There are many different definitions of education. There is “the process of receiving or giving systematic instruction, especially at a school or university.” Another definition is “the field of study that deals mainly with methods of teaching and learning in schools.” But I favor this definition of education the most: “an enlightening experience.”
Because what’s education if not something that creates an inner glow, that literally turns on the curiosity lightbulb in our heads?
One could say that education is important to me; after all it is in my job title. But more importantly, it’s in my blood. My mom was an educator for 30+ years and so the fact that I’ve been managing educational content for the natural products industry for over 20 years now—first with AHPA, then with Virgo (now part of the Informa Markets family), and for the past six years reunited with AHPA—just makes sense. The importance of education was something my mom passed on to me, and it’s a discipline I practice in my personal as well as my professional life. I never desire to stop learning and growing. I’m of the belief that even the tiniest vessel can teach me something if I’m willing to humble myself to learn and be taught. I simply don’t know everything, but I’m willing to learn it all.
In the botanicals industry, in particular, knowledge comes from a combination of what can be taught in a classroom and what comes from our roots—literally. There’s an homage paid to plants as living organisms, and also an appreciation for their service in food and for medicinal purposes. There’s a history of use that’s an important component of the modern day regulatory structure for dietary supplements.
There’s also much to be learned from other people in the botanicals industry. And there are plenty of good role models determined to pass their passion on to others so the industry will continue to thrive. There’s a legacy of knowledge about the industry and its history just waiting to be shared and explored.
AHPA’s President Michael McGuffin is an education hero for me in this sense. So much of what he’s learned about botanicals came from his life experiences, from walking through the fields as a child. He just has this vast love of plants and the earth and it’s this innate gratitude for nature combined with a passion for protecting the earth and the plants with whom we share the land that started that education process for him.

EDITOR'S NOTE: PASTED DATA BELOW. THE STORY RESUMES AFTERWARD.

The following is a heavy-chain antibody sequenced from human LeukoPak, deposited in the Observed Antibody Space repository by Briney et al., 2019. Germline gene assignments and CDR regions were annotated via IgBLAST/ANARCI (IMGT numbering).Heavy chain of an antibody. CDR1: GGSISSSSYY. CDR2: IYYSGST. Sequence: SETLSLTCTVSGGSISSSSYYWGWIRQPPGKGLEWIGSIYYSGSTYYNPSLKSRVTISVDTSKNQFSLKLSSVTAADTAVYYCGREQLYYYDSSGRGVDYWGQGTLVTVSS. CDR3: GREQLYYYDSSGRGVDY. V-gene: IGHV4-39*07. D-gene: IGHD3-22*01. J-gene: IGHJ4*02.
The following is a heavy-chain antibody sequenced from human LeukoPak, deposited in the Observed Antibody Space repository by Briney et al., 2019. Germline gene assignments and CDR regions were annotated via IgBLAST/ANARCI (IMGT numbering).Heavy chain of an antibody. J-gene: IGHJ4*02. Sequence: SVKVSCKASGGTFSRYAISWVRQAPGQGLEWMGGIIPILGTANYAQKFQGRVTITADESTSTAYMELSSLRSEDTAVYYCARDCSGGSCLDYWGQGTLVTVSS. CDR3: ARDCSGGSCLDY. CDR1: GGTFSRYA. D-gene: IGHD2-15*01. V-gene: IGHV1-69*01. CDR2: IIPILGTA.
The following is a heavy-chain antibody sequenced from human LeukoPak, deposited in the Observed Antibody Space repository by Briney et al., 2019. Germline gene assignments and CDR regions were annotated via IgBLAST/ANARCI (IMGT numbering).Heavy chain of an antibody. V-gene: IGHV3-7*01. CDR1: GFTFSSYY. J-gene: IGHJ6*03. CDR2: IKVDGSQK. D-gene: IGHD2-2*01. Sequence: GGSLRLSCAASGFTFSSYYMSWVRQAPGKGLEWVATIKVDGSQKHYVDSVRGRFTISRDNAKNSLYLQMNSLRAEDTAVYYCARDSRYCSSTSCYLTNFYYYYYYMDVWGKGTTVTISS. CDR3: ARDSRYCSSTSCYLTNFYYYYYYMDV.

Another example is the Chair of AHPA’s Botanical Raw Materials Committee, Edward Fletcher, who is also the President of Native Botanicals. In a recent videocast with this publication’s Editor-in-Chief, Maggie Jaqua, and her co-host, Todd Pauli of 24 Stories Marketing, Edward shared his enthusiasm about wildcrafting. Not only could you hear, but you could also feel, Edward’s heartfelt enthusiasm for those unsung heroes in this industry known collectively as wildcrafters; those who harvest plants from their natural habitat with an eye toward sustainability.
For this custom, in itself, to be sustainable, there must be an educational passing of the torch to future wildcrafters and a commitment throughout the industry to acknowledge the value that this tradition brings to the business process.
This week is a good time for me to share some of my thoughts about education, given that the AHPA Botanical Congress is just days away. Although May 24 will mark the 9th time that AHPA is hosting this event, there will be at least two firsts.
The past eight events have been convened in-person. The ninth time will be a virtual event, a testament to the havoc that COVID-19 set into play. And it’s the pandemic that plays a central role in the second “first” for this congress. In working with the AHPA Education Committee, which assists in planning the event every year, our members wanted to theme the event. And they chose a theme around the pandemic: “Botanicals in the time of COVID.”
For the Education Committee, it was important to not ignore what was for most of us possibly the biggest disruptor of our lifetime, and certainly a roller coaster with far-reaching consequences not only to our daily personal lives, but also to how we manage our businesses.
Each session promises educational takeaways, beginning with FDA’s Dr. Cara Welch, who we expect will communicate with the audience how the agency had to reprioritize under the thick veil of the pandemic.
The other sessions promise to fulfill an educational need based around what we experienced from the pandemic from a business perspective. There is a session that touches on international regulation and one on sustainability and supply chains—areas impacted by the coronavirus. The expert speakers will also examine the expanded marketplace, addressing how marketing efforts turned on a dime during the pandemic, how the botanical industry gained new customers, and what the industry needs to do moving forward to retain those customers.
But it’s the session titled “The Impact of COVID on the North American Traditional Healers” that promises to pack an emotional punch as we will be educated about indigenous populations around the globe and the threats faced by these communities from the COVID pandemic. Hearing from leaders in these North American communities about what they needed to do to survive during these tough times offers an educational opportunity to listen and learn and to uncover the kinship with people whose rich history and culture is linked to the modern botanical industry.
Education means sharing history from generation to generation. I have a six-year-old son for whom I am planting the seeds of learning, as my mother did for me. My love for education and all that it brings to this world is something I continue to enjoy every day and pass forward with every opportunity I get.